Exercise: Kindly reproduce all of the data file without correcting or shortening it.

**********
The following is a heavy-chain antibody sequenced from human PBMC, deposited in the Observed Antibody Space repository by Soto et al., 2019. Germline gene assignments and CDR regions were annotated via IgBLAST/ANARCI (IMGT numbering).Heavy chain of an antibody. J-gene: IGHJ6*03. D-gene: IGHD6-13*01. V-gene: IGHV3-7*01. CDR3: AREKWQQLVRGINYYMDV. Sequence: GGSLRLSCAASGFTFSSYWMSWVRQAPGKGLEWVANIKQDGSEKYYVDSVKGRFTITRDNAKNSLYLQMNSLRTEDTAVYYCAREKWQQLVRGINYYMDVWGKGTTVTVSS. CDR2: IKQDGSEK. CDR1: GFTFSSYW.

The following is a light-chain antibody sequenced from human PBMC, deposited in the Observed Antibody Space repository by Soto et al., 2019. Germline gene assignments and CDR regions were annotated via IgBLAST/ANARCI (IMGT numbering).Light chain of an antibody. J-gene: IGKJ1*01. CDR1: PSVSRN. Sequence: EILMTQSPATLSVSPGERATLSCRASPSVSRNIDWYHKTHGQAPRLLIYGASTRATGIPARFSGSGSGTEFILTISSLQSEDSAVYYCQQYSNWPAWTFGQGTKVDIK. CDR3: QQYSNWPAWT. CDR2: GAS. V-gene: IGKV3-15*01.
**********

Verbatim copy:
The following is a heavy-chain antibody sequenced from human PBMC, deposited in the Observed Antibody Space repository by Soto et al., 2019. Germline gene assignments and CDR regions were annotated via IgBLAST/ANARCI (IMGT numbering).Heavy chain of an antibody. J-gene: IGHJ6*03. D-gene: IGHD6-13*01. V-gene: IGHV3-7*01. CDR3: AREKWQQLVRGINYYMDV. Sequence: GGSLRLSCAASGFTFSSYWMSWVRQAPGKGLEWVANIKQDGSEKYYVDSVKGRFTITRDNAKNSLYLQMNSLRTEDTAVYYCAREKWQQLVRGINYYMDVWGKGTTVTVSS. CDR2: IKQDGSEK. CDR1: GFTFSSYW.

The following is a light-chain antibody sequenced from human PBMC, deposited in the Observed Antibody Space repository by Soto et al., 2019. Germline gene assignments and CDR regions were annotated via IgBLAST/ANARCI (IMGT numbering).Light chain of an antibody. J-gene: IGKJ1*01. CDR1: PSVSRN. Sequence: EILMTQSPATLSVSPGERATLSCRASPSVSRNIDWYHKTHGQAPRLLIYGASTRATGIPARFSGSGSGTEFILTISSLQSEDSAVYYCQQYSNWPAWTFGQGTKVDIK. CDR3: QQYSNWPAWT. CDR2: GAS. V-gene: IGKV3-15*01.